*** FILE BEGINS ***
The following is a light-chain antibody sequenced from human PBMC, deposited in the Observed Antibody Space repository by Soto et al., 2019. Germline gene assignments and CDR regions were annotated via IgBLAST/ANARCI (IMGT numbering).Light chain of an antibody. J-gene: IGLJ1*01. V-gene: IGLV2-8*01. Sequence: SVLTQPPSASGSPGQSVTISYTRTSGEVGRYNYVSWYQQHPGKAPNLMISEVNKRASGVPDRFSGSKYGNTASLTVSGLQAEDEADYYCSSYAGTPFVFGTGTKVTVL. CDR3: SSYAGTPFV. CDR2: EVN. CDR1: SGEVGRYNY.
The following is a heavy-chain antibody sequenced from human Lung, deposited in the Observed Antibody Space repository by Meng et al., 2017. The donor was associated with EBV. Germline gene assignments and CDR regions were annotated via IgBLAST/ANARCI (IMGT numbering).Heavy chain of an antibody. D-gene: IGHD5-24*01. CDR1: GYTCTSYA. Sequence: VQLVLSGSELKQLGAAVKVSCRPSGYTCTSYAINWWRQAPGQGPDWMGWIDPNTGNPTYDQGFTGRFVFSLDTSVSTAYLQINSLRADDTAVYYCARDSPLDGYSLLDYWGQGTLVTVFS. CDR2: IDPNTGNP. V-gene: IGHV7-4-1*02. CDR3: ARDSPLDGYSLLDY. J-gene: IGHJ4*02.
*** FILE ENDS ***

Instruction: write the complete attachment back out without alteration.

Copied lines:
The following is a light-chain antibody sequenced from human PBMC, deposited in the Observed Antibody Space repository by Soto et al., 2019. Germline gene assignments and CDR regions were annotated via IgBLAST/ANARCI (IMGT numbering).Light chain of an antibody. J-gene: IGLJ1*01. V-gene: IGLV2-8*01. Sequence: SVLTQPPSASGSPGQSVTISYTRTSGEVGRYNYVSWYQQHPGKAPNLMISEVNKRASGVPDRFSGSKYGNTASLTVSGLQAEDEADYYCSSYAGTPFVFGTGTKVTVL. CDR3: SSYAGTPFV. CDR2: EVN. CDR1: SGEVGRYNY.
The following is a heavy-chain antibody sequenced from human Lung, deposited in the Observed Antibody Space repository by Meng et al., 2017. The donor was associated with EBV. Germline gene assignments and CDR regions were annotated via IgBLAST/ANARCI (IMGT numbering).Heavy chain of an antibody. D-gene: IGHD5-24*01. CDR1: GYTCTSYA. Sequence: VQLVLSGSELKQLGAAVKVSCRPSGYTCTSYAINWWRQAPGQGPDWMGWIDPNTGNPTYDQGFTGRFVFSLDTSVSTAYLQINSLRADDTAVYYCARDSPLDGYSLLDYWGQGTLVTVFS. CDR2: IDPNTGNP. V-gene: IGHV7-4-1*02. CDR3: ARDSPLDGYSLLDY. J-gene: IGHJ4*02.